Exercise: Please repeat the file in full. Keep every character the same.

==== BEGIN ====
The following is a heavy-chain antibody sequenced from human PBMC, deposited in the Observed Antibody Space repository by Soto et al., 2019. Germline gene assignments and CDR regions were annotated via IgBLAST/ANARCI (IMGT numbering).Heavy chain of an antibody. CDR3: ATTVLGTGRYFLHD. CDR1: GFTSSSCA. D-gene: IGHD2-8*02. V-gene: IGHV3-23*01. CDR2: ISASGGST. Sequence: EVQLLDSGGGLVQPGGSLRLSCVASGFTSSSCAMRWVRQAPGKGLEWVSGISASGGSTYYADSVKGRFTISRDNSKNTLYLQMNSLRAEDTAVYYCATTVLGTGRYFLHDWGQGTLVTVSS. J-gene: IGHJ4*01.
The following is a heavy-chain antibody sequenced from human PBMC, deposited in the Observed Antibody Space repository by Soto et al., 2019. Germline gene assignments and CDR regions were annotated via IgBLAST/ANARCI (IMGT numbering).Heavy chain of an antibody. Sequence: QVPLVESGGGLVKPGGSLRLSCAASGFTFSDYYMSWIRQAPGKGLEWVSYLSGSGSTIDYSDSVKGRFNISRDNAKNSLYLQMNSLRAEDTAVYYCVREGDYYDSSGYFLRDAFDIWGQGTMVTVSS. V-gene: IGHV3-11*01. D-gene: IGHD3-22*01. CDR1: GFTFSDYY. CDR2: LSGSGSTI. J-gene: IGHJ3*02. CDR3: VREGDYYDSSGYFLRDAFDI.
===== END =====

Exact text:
The following is a heavy-chain antibody sequenced from human PBMC, deposited in the Observed Antibody Space repository by Soto et al., 2019. Germline gene assignments and CDR regions were annotated via IgBLAST/ANARCI (IMGT numbering).Heavy chain of an antibody. CDR3: ATTVLGTGRYFLHD. CDR1: GFTSSSCA. D-gene: IGHD2-8*02. V-gene: IGHV3-23*01. CDR2: ISASGGST. Sequence: EVQLLDSGGGLVQPGGSLRLSCVASGFTSSSCAMRWVRQAPGKGLEWVSGISASGGSTYYADSVKGRFTISRDNSKNTLYLQMNSLRAEDTAVYYCATTVLGTGRYFLHDWGQGTLVTVSS. J-gene: IGHJ4*01.
The following is a heavy-chain antibody sequenced from human PBMC, deposited in the Observed Antibody Space repository by Soto et al., 2019. Germline gene assignments and CDR regions were annotated via IgBLAST/ANARCI (IMGT numbering).Heavy chain of an antibody. Sequence: QVPLVESGGGLVKPGGSLRLSCAASGFTFSDYYMSWIRQAPGKGLEWVSYLSGSGSTIDYSDSVKGRFNISRDNAKNSLYLQMNSLRAEDTAVYYCVREGDYYDSSGYFLRDAFDIWGQGTMVTVSS. V-gene: IGHV3-11*01. D-gene: IGHD3-22*01. CDR1: GFTFSDYY. CDR2: LSGSGSTI. J-gene: IGHJ3*02. CDR3: VREGDYYDSSGYFLRDAFDI.